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Commentary

Oncogenic rearrangements driving ionizing radiation–associated human cancer

Massimo Santoro and Francesca Carlomagno

Dipartimento di Medicina Molecolare e Biotecnologie Mediche, Università di Napoli “Federico II,” Naples, Italy.

Address correspondence to: Massimo Santoro, Dipartimento di Medicina Molecolare e Biotecnologie Mediche, Università di Napoli “Federico II,” via S Pansini 5, 80131 Naples, Italy. Phone: 39.081.7463056; Fax: 39.081.7463037; E-mail: masantor@unina.it.

First published October 25, 2013

The Chernobyl nuclear disaster has caused a remarkable increase in radiation-induced papillary thyroid carcinoma in children and young adults. In this issue of the JCI, Ricarte-Filho and colleagues demonstrate that chromosomal rearrangements are the oncogenic “drivers” in most post-Chernobyl carcinomas and that they often lead to unscheduled activation of the MAPK signaling pathway. These findings represent a major step forward in our understanding of radiation-induced carcinogenesis and suggest various hypotheses about the mechanisms underlying the formation and selection of gene rearrangements during cancer cell evolution.

See the related article beginning on page 4935.

Repercussions of the Chernobyl disaster

Papillary thyroid cancer (PTC) is the most common malignancy of the thyroid gland and can be associated with ionizing radiation (1, 2). The accident at the Chernobyl nuclear power plant on April 26, 1986, in Ukraine contaminated the regions surrounding the reactor with large amounts of iodine 131 and other short-lived iodine isotopes (2). As early as 4 years after the disaster, there was a sharp rise in PTC incidence, with more than 4,000 cases diagnosed in Belarus, Russia, and Ukraine, among patients who were children or adolescents at the time of the accident (2). Given the rarity of thyroid cancer in young people, it is feasible that a large fraction of post-Chernobyl PTCs were the result of radiation exposure (2).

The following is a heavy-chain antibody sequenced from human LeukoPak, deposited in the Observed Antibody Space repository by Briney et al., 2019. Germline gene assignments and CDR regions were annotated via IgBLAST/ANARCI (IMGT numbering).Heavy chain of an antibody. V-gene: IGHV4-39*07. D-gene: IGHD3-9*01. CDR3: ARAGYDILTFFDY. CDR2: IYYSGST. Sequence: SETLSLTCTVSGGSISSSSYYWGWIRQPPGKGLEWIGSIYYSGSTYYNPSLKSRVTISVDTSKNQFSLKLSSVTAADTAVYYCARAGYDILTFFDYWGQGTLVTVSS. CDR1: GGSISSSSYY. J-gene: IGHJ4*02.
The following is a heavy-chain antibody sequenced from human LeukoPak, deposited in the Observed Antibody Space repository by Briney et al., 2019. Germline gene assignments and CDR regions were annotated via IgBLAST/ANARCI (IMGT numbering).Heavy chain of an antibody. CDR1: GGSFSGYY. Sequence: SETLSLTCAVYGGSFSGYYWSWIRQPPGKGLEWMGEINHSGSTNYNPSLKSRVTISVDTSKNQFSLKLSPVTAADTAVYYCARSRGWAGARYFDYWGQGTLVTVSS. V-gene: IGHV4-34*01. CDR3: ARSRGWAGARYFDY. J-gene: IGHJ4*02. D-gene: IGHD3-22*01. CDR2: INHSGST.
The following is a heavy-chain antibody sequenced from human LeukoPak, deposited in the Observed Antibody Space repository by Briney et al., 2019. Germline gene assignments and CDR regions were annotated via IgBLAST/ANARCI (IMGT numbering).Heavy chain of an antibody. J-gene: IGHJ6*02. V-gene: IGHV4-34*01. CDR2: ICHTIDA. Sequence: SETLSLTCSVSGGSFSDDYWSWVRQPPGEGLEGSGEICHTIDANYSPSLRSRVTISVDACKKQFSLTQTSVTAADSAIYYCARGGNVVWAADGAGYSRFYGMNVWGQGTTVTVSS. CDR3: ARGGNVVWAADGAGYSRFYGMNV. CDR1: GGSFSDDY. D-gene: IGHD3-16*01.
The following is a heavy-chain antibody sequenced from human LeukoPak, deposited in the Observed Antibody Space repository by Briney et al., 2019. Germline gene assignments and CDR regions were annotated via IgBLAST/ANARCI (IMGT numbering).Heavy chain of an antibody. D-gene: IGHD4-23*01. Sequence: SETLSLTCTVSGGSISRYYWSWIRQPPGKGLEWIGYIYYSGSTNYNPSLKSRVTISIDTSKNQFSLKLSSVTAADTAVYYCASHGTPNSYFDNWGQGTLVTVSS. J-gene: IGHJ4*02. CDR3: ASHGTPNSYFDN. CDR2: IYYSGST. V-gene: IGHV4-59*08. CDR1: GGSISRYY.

Oncogenic drivers of PTC

In approximately 70% of “sporadic” (e.g., without a reported association with radiation exposure) PTC cases, cancer-driving genetic lesions have been identified (Figure 1). PTC development frequently (~50% of cases) involves point mutations in the BRAF serine/threonine kinase; however, sometimes gene rearrangements of the receptor tyrosine kinase RET (with rearrangements referred to herein as RET/PTC) and the neurotrophic tyrosine kinase receptor type 1 (NTRK1) are identified. These rearrangements result in the in-frame fusion of the RET or NTRK1 kinase domain to the N terminus of heterologous proteins, a process that leads to unscheduled activation of the enzyme (1, 3). Similar to follicular thyroid carcinoma, the follicular variant of PTC displays activating mutations of small GTPase RAS genes or, occasionally, gene rearrangements that target PPARG, a member of the nuclear hormone receptor family (1).